Getting a legal education can be notoriously expensive, leading many aspiring lawyers to seek out diverse sources of financial aid for law school. Some of the most common types of financial aid for law school include government loans, private loans, work-study programs, and scholarships. Many students try to maximize their non-repayable financial aid resources, such as scholarships, to help defray the total cost of attending law school.
Government loans are some of the most popular and accessible forms of financial aid for law school. Many of these loans are based primarily on a combination of financial need and the cost of attendance at a particular law school. Many government loan programs also allow students to borrow additional sums to cover basic necessities, such as housing, food, books, and transportation. To apply for government loan programs, students in the United States need to submit a Free Application for Federal Student Aid (FAFSA) each year, usually in the spring.
In addition to government loans, private loans from banks and other financial institutions are sometimes available for law students. These loans are typically awarded based on credit history, and are thus less accessible than public loans. Students may be able to have a parent or guardian with a high income or excellent credit rating co-sign a private loan, though this can make the co-signer responsible for the debt if the student defaults.
Work-study programs are offered by some law students to help meet tuition costs and provide living expenses. These programs allow students to work at an on-campus location, such as a library, in return for wages that can be applied to tuition or simply issued at wages. Work-study jobs may be preferable to outside employment because they allow flexible hours, a convenient location, and reduced work around finals and other examinations. This type of financial aid for law school can be a good way to fill in any expense gaps not covered by loans or scholarships.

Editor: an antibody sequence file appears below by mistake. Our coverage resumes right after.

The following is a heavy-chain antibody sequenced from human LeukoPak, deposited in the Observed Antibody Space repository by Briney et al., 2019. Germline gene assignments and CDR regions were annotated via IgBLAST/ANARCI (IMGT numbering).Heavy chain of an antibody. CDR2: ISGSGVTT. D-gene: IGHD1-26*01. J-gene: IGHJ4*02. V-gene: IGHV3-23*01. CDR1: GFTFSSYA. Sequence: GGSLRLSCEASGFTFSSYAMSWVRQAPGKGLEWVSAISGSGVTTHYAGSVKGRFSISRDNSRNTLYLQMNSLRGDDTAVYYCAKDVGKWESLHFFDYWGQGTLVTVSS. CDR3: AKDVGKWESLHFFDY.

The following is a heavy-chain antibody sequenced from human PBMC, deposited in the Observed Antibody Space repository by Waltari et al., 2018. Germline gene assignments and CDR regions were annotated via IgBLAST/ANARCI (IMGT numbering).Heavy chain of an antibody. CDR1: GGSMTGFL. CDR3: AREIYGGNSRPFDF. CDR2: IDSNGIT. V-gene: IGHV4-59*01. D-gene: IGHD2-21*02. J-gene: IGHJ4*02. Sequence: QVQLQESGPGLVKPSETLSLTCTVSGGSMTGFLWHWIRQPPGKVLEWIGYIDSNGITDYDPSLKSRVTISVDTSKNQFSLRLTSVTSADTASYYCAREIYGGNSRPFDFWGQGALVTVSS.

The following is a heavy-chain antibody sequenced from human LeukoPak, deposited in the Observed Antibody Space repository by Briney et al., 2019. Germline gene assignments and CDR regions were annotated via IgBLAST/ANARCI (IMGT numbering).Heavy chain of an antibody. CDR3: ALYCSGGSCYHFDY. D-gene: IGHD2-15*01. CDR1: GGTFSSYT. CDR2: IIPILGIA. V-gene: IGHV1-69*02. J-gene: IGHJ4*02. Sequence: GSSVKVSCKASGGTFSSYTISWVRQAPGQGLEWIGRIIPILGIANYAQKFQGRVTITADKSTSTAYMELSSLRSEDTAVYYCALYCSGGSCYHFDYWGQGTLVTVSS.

Scholarships are awards given by individual schools or private foundations to help finance the education of certain students. Scholarships may be given out based on a wide variety of criteria, including area of study, ethnicity, individual merit, past school performance, or financial need, and scholarships are one of the most desirable forms of financial aid for law school, since they do not need to be repaid. Many scholarship opportunities are offered to students in all disciplines, so a law student may be able to win scholarships based on writing, volunteer work, family background, or any number of other qualifications.